In a recent breakthrough innovation, scientists have reportedly developed biodegradable plastics, which creates zero toxic waste and can be recycled into organic waste, from micro-organisms that consume seaweed. As per the United Nations, plastic contributes to 90 percent of the overall contaminants polluting the oceans, still, there are only a few comparable and eco-friendly alternatives to the material.
Alexander Golberg from Israel’s Tel Aviv University was quoted saying that plastics need hundreds of years to decay, therefore, bottles, bags, and packaging create plastic continents in the oceans, jeopardize aquatic species, and pollute the environment. Plastics are also manufactured from petroleum products, which has an industrial process that lets out chemical contaminants as a byproduct, Golberg stated.
Golberg further elaborated that bioplastics can be a partial solution to the plastic epidemic, which avoids petroleum usage and degrades much faster. However, bioplastics pose the challenge of growing plants or bacteria in order to produce the plastic which requires fresh water and fertile soil, a resource that many nations including Israel lack, Goldberg added.
The new process produces plastic out of marine micro-organisms that recycle into organic waste. The researchers harnessed micro-organisms that consume seaweed to produce a bioplastic polymer named polyhydroxyalkanoate (PHA), stated sources.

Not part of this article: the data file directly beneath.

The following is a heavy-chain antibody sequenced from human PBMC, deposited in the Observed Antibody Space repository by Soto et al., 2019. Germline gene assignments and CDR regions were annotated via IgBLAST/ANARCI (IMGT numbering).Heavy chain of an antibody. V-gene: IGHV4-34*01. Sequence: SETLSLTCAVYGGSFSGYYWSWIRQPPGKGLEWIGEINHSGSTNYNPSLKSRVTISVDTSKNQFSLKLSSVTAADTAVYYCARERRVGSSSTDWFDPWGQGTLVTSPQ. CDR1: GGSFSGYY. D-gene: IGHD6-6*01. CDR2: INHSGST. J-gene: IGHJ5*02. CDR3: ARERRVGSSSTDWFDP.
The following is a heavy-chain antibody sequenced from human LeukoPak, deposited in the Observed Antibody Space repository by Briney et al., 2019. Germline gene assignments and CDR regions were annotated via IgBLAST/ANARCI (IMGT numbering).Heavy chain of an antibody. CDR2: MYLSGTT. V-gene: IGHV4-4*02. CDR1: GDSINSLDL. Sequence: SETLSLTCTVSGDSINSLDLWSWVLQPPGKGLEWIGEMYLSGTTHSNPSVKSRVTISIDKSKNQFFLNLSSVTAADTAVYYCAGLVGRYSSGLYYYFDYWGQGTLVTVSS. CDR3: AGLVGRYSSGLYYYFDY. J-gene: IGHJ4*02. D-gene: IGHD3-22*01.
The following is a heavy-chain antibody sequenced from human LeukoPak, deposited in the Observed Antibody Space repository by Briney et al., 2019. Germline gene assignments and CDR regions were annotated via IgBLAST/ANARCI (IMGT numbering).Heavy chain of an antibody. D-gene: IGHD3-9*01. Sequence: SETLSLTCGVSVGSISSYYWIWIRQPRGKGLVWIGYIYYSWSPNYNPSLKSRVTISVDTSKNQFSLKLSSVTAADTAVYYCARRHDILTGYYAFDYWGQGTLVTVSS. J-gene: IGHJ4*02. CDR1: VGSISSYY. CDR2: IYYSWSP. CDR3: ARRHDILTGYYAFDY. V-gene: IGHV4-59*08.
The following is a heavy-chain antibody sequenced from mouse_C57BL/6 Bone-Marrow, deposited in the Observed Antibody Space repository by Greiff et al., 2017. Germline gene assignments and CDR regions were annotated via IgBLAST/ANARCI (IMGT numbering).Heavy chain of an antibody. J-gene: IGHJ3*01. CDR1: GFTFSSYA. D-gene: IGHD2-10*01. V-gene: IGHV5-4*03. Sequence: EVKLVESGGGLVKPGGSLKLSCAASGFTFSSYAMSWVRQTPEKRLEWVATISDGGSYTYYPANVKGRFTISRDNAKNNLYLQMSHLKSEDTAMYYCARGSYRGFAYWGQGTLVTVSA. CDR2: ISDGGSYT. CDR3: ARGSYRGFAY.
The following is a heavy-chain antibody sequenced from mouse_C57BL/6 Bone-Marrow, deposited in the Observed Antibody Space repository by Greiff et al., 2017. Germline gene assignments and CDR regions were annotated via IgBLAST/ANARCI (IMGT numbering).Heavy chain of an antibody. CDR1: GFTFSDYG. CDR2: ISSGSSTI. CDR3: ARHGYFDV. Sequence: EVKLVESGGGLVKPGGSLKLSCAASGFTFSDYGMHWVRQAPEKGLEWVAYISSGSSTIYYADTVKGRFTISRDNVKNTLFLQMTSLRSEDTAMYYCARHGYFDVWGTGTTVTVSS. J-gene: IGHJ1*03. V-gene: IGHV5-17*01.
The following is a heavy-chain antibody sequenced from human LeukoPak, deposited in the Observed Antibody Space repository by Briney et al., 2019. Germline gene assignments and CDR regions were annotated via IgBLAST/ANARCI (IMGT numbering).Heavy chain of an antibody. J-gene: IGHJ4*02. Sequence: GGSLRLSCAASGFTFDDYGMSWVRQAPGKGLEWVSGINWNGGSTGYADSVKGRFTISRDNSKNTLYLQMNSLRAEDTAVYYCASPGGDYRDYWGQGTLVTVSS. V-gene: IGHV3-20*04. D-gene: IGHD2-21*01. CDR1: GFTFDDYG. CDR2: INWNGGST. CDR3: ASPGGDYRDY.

These algae were eaten by single-celled micro-organisms, which also grow in salty water and produce a polymer that can be used to manufacture bioplastics. Already there are factories that manufacture such type of bioplastics in commercial quantities, however, they use plants that need freshwater and fertile lands, Goldberg said.
The process will allow countries with water scarcity to switch to biodegradable plastics from petroleum-derived plastic and assist researchers in revolutionizing the world’s efforts to clean the oceans, without disrupting arable land and without using fresh water, claims Goldberg. Research has also proven the possibility to produce bioplastic completely from marine resources in a process that is both eco-friendly and safe for residents, he added.
Reportedly, research is being conducted to figure out the best algae and bacteria that would be suitable to produce polymers for bioplastics with diverse properties.